As part of the peace agreement, the Colombian govt. agreed to recognise Comunes, FARC’s political group, protect its leaders and implement agrarian reforms

The Comunes have also had difficulty in gaining acceptance from other progressive and left-wing forces in the country. The second placed candidate in the 2018 presidential elections, Gustavo Petro (himself a former member of the urban guerilla organisation, M-19 in the 1980s) has refused to incorporate the Comunes into the progressive coalition, the Historic Pact for Colombia, even though many of the ex-combatants are expected to individually support his candidacy in the 2022 vote.

In other words, while the stigma of the activities of FARC during the later years of the civil war has meant that the political force born out of it has remained unpopular, the mainstreaming of the rural insurgency has allowed the widening of the base of supporters for the political left in Colombia. Mr. Petro had won the highest ever tally for left-wing candidates with 8 million votes but that was not enough to defeat Ivan Duque from the right-wing in 2018.

Ahead of the 2022 vote, however, Mr. Petro has channelled even more groups into a larger progressive opposition which is expected to get support from the ex-combatants from across rural Colombia.

Costs of transition

Transitioning into a political force has also not come without losses for the ex-FARC combatants. FARC, during its guerilla struggle, had been wary of mainstreaming because of experiences of an earlier period in the 1980s when it had founded a leftist political party called the Patriotic Union (UP). Formed out of peace negotiations with the then President Belisario Betancur’s government, the UP functioned as an openly communist party but was decimated and later exterminated due to systematic assassinations and oppression led by government sponsored paramilitary groups and drug organisations well into the 1990s.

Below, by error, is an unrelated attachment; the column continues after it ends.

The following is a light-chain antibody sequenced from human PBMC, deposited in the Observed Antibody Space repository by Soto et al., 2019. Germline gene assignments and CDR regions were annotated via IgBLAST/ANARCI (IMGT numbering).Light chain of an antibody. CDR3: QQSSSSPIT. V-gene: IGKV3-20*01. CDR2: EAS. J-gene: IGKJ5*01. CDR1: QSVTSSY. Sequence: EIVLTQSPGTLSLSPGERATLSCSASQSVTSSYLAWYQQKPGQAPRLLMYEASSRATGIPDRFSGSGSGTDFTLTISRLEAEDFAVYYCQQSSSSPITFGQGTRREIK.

Reminiscent of that violence, a number of ex-combatants have been targetted by paramilitary groups even today, but the government has promised to bring the groups to book besides offering protection to the ex-FARC combatants. So far, this promise of the peace process has had a mixed outcome and has weighed on some combatants who have refused to demobilise, fearing retribution. Worse, fear among the ex-combatants has hurt their economic and social reintegration.

In a way, the situation today has favoured the argument by observers that the peace accord has managed to achieve, by and large, the government’s objectives — the demobilisation of FARC and a relative peace that was thwarted for decades — while barely bringing the substantive reforms that FARC set out to do following the accord.

In Gabriel Garcia Marquez’s iconic book, One Hundred Years of Solitude, the character General Aureliano Buendia fights several wars, wins none and is finally disillusioned with civil war. Buendia could well have been a metaphor for FARC, which led the world’s longest running guerilla movement that began as an extension of the various rural Marxist-Leninist uprisings in Latin America and elsewhere but later degenerated into a violent movement that combined idealistic aims with criminal enterprise either as reaction to oppression or as tactics for survival.

Now, it has embarked on a new journey where it carries the weight of the past, but a return to peace has brought some succour to the people that FARC has claimed to represent. Even the notoriously sceptical U.S. government has taken note of this which explains the removal of its designation as a foreign terror organisation.

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Printable version | Jan 22, 2022 6:12:15 PM |